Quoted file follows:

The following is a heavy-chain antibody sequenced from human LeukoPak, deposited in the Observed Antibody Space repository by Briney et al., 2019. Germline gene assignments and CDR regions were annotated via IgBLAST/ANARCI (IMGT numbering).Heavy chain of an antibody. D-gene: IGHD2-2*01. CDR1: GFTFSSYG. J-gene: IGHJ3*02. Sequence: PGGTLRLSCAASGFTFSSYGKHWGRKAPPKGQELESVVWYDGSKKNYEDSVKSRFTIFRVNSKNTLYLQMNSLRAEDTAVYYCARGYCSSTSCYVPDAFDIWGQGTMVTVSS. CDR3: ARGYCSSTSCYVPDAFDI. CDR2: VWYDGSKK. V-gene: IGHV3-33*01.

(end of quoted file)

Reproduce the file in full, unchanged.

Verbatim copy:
The following is a heavy-chain antibody sequenced from human LeukoPak, deposited in the Observed Antibody Space repository by Briney et al., 2019. Germline gene assignments and CDR regions were annotated via IgBLAST/ANARCI (IMGT numbering).Heavy chain of an antibody. D-gene: IGHD2-2*01. CDR1: GFTFSSYG. J-gene: IGHJ3*02. Sequence: PGGTLRLSCAASGFTFSSYGKHWGRKAPPKGQELESVVWYDGSKKNYEDSVKSRFTIFRVNSKNTLYLQMNSLRAEDTAVYYCARGYCSSTSCYVPDAFDIWGQGTMVTVSS. CDR3: ARGYCSSTSCYVPDAFDI. CDR2: VWYDGSKK. V-gene: IGHV3-33*01.